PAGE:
Our original 30 million tonnes of uranium now provides our 100TW civilisation with 300 years of power. The 2 billion tonne ocean reserve is good for 20,000 years. The larger 22 billion tonne reserve of uranium above 20 ppm concentration can now provide 220,000 years of power. But this is not the limit of the breeder's potential. As well as greatly extending the usefulness of existing reserves, breeder reactors also unlock vast quantities of low grade ore for our use. To demonstrate this, we'll take a look at how the capabilities of the breeder applied to average continental crust can revolutionise the scale of the energy resources available to humanity.

Average continental crust contains 2.7 ppm (parts per million) of uranium and 9.6 ppm of thorium, totalling 12.3 ppm of fissile and fertile fuel. We want to extract 100,000 tonnes of fuel each year for our 100TW civilisation. How much average rock and dirt do we need to dig up on an annual basis for this? The answer is we need to excavate about 8.2 billion tonnes of earth. For comparison, about 6.8 billion tonnes of coal was mined worldwide in 2009. Out of this, about 5 billion tonnes went to electricity production, which produced 40% of the world's electrical power, about 0.9TW (these figures were derived from information on the World Coal Institute website). It should be noted that the density of coal varies from around 1.1 to 1.5 tonnes/m^3, but the average density of Earth's crust is 2.7 tonnes/m^3. While the mass of material mined from average crust to obtain our 100,000 tonnes of nuclear fuel is greater than the mass of coal mined in 2009, the volume of material disrupted would be smaller.

Once we have mined our 8.2 billion tons of perfectly ordinary and unremarkable rock and dirt, we need to extract the nuclear fuel. This could be done by grinding, chemical treatment, pyroprocessing or whatever is most suitable for the particular minerals in question. We may get a reasonable estimate to the upper bounds of the energy required for this process by assuming the ore is completely melted. The power required to melt the same mass of silicon (the second most common element in Earth's crust after oxygen) is about 723 GW.y. It is likely that the whole separation process could be accomplished with less than 1TW.y of energy. This operation corresponds to an extraction and milling rate of 260 tonnes of crust each second.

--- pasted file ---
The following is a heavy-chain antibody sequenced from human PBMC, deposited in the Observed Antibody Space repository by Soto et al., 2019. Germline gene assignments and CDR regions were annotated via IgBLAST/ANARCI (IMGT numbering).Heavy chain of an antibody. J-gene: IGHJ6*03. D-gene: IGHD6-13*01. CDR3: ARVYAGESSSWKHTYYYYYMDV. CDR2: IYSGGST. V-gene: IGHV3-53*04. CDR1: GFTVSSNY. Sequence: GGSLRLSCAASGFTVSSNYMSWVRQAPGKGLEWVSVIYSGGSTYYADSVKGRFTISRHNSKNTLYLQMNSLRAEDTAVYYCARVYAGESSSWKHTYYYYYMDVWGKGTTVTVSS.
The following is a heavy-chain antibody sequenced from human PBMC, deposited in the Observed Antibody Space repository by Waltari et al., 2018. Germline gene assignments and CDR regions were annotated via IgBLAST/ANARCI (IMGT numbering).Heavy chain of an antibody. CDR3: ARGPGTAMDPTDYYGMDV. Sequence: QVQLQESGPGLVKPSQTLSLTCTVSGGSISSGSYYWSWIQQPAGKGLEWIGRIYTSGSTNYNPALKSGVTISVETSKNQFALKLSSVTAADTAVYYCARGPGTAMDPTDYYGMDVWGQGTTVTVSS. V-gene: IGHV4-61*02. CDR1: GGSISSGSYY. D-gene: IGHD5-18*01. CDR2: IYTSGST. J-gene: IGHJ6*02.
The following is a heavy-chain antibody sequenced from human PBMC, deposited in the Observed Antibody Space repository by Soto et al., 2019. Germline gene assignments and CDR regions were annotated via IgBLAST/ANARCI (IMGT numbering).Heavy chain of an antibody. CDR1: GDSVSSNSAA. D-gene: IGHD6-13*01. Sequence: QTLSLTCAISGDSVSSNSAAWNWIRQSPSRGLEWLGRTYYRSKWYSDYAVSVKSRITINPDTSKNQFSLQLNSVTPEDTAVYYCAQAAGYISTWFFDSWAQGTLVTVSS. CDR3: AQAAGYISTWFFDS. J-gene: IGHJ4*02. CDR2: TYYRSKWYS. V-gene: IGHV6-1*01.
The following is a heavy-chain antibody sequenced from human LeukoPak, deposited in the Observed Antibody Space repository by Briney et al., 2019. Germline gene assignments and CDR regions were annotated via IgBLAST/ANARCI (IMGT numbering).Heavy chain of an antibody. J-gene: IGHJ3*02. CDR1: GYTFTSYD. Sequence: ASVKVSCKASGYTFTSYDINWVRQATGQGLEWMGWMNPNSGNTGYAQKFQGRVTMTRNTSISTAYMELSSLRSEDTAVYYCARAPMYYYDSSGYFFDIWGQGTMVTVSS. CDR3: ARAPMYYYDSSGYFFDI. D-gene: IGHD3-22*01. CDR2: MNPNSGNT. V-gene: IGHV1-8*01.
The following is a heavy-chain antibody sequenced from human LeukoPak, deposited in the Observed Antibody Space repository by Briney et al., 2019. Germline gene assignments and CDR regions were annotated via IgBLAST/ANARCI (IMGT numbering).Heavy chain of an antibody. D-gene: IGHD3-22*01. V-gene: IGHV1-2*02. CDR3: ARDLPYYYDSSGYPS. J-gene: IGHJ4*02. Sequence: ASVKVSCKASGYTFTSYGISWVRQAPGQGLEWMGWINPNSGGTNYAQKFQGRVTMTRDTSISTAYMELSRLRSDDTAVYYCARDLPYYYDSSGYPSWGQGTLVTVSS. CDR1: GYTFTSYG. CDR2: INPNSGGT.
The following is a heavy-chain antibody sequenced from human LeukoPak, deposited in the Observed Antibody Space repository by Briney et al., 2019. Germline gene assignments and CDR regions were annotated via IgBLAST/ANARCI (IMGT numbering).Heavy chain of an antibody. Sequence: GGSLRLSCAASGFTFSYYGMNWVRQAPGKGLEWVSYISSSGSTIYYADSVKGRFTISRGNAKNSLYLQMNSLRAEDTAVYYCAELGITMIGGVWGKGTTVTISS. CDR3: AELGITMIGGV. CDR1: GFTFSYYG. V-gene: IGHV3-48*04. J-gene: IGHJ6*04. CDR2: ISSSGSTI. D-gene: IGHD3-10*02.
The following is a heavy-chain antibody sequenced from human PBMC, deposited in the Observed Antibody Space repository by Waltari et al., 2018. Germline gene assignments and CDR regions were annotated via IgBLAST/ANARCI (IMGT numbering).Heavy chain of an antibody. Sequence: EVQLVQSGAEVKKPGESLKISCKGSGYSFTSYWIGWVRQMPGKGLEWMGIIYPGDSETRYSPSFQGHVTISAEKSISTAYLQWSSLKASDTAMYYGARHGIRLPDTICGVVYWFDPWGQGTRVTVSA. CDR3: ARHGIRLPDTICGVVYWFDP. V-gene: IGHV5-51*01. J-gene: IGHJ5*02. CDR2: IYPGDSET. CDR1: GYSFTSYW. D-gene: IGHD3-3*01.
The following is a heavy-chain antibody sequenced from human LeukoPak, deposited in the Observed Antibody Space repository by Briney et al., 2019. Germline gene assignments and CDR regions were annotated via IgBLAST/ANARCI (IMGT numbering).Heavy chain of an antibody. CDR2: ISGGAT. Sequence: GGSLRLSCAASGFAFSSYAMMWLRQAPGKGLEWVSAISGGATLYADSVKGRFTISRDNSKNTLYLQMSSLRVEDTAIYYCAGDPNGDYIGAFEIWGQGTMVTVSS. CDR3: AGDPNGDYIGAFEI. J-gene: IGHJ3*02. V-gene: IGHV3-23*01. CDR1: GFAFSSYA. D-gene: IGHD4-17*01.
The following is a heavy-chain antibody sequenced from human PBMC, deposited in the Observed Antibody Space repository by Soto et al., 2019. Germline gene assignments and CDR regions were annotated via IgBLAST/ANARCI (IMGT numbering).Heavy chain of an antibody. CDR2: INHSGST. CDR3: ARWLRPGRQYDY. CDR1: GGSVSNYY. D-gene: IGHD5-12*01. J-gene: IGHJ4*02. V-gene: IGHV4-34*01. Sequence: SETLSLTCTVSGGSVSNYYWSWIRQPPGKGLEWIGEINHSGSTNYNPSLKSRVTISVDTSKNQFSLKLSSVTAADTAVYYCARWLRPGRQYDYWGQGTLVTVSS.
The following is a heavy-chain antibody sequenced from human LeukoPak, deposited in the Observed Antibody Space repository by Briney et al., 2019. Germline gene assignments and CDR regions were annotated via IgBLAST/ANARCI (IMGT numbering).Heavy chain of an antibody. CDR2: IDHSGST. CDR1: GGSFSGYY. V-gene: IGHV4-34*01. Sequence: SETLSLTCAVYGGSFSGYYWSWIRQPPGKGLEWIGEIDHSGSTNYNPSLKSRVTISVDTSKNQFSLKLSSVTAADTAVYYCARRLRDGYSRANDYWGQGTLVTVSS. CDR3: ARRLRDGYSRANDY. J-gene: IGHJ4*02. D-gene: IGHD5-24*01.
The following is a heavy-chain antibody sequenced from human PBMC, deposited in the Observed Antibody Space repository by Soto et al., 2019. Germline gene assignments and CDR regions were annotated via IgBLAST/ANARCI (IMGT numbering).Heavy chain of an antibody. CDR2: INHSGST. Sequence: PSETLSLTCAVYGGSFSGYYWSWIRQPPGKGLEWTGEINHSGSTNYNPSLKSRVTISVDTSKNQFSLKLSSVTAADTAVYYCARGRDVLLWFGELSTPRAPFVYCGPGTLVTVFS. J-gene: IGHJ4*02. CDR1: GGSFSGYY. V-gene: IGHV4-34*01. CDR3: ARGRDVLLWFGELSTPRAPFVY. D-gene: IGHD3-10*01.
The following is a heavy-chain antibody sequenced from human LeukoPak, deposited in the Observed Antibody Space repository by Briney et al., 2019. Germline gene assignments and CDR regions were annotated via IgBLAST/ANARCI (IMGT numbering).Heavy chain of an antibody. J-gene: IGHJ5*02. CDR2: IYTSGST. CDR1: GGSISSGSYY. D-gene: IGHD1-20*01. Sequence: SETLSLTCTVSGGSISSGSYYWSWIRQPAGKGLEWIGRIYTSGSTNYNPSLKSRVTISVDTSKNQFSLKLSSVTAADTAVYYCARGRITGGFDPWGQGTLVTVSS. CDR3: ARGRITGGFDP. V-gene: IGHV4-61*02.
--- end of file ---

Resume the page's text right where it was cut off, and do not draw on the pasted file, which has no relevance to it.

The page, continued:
What is the size of the resource? Let's assume that only the portion of continental crust currently under dry land is exploited for its uranium and thorium content, to a depth of roughly four kilometres (the deepest mine currently operating is the TauTona mine in Carletonville, South Africa at 3,900m, and the Kola Superdeep Borehole in Russia is 12,262m). This represents a reserve of 20 trillion tonnes of fertile and fissile fuel, capable of powering our 100TW civilisation for 200 million years. This is the span of time separating us from the dawn of the Jurassic Period, when the supercontinent Pangaea was starting to break apart into Laurasia and Gondwana. Dinosaurs were just beginning to make their mark on the world, and the allosaurus, stegosaurus and diplodocus were yet to evolve.

It will be a very long time before whoever comes after us in the far distant future will need to worry about mining ordinary crust. The science is clear: There is more than enough high grade uranium ore in the short term to allow us to transition to a completely nuclear-powered economy during this century, and a supply of fuel for the breeder reactors of the future so vast as to leave no doubt that nuclear power is completely sustainable in any meaningful sense of the word for far beyond the probable lifetime of our civilisation, and indeed, of our species.